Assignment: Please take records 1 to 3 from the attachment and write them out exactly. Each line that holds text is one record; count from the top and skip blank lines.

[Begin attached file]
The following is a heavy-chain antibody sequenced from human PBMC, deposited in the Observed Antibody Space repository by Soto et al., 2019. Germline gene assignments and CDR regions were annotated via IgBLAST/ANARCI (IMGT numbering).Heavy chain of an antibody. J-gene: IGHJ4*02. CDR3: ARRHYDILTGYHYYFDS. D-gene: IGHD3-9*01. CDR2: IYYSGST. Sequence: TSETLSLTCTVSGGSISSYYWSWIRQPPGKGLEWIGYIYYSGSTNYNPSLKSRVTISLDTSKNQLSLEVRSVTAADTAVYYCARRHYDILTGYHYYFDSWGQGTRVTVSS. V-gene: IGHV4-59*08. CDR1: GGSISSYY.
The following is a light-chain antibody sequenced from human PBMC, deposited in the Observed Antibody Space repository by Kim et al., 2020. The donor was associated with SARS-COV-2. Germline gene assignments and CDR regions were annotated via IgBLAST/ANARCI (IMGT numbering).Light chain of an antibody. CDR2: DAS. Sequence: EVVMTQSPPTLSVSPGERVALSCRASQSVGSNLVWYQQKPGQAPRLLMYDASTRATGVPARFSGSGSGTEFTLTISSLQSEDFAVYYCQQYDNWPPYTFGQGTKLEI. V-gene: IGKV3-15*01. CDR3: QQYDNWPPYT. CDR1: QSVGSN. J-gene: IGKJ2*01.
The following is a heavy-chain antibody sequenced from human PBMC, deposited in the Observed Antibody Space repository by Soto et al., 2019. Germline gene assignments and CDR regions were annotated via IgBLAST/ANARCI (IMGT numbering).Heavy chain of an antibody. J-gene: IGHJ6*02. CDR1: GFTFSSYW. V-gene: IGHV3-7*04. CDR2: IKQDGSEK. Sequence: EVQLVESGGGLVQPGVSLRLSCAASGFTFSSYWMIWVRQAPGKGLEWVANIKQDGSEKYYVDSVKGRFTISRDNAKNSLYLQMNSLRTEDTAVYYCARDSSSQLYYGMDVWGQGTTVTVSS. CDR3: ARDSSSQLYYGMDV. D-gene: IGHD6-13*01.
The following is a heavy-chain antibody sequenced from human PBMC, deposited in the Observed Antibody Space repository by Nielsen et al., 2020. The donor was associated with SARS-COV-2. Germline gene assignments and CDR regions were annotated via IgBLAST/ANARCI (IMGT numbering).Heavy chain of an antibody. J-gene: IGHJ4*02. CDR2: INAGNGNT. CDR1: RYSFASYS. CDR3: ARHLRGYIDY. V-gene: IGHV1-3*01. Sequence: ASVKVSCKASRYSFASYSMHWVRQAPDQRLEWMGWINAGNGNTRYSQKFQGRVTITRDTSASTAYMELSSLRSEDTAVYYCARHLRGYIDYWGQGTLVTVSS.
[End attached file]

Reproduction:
The following is a heavy-chain antibody sequenced from human PBMC, deposited in the Observed Antibody Space repository by Soto et al., 2019. Germline gene assignments and CDR regions were annotated via IgBLAST/ANARCI (IMGT numbering).Heavy chain of an antibody. J-gene: IGHJ4*02. CDR3: ARRHYDILTGYHYYFDS. D-gene: IGHD3-9*01. CDR2: IYYSGST. Sequence: TSETLSLTCTVSGGSISSYYWSWIRQPPGKGLEWIGYIYYSGSTNYNPSLKSRVTISLDTSKNQLSLEVRSVTAADTAVYYCARRHYDILTGYHYYFDSWGQGTRVTVSS. V-gene: IGHV4-59*08. CDR1: GGSISSYY.
The following is a light-chain antibody sequenced from human PBMC, deposited in the Observed Antibody Space repository by Kim et al., 2020. The donor was associated with SARS-COV-2. Germline gene assignments and CDR regions were annotated via IgBLAST/ANARCI (IMGT numbering).Light chain of an antibody. CDR2: DAS. Sequence: EVVMTQSPPTLSVSPGERVALSCRASQSVGSNLVWYQQKPGQAPRLLMYDASTRATGVPARFSGSGSGTEFTLTISSLQSEDFAVYYCQQYDNWPPYTFGQGTKLEI. V-gene: IGKV3-15*01. CDR3: QQYDNWPPYT. CDR1: QSVGSN. J-gene: IGKJ2*01.
The following is a heavy-chain antibody sequenced from human PBMC, deposited in the Observed Antibody Space repository by Soto et al., 2019. Germline gene assignments and CDR regions were annotated via IgBLAST/ANARCI (IMGT numbering).Heavy chain of an antibody. J-gene: IGHJ6*02. CDR1: GFTFSSYW. V-gene: IGHV3-7*04. CDR2: IKQDGSEK. Sequence: EVQLVESGGGLVQPGVSLRLSCAASGFTFSSYWMIWVRQAPGKGLEWVANIKQDGSEKYYVDSVKGRFTISRDNAKNSLYLQMNSLRTEDTAVYYCARDSSSQLYYGMDVWGQGTTVTVSS. CDR3: ARDSSSQLYYGMDV. D-gene: IGHD6-13*01.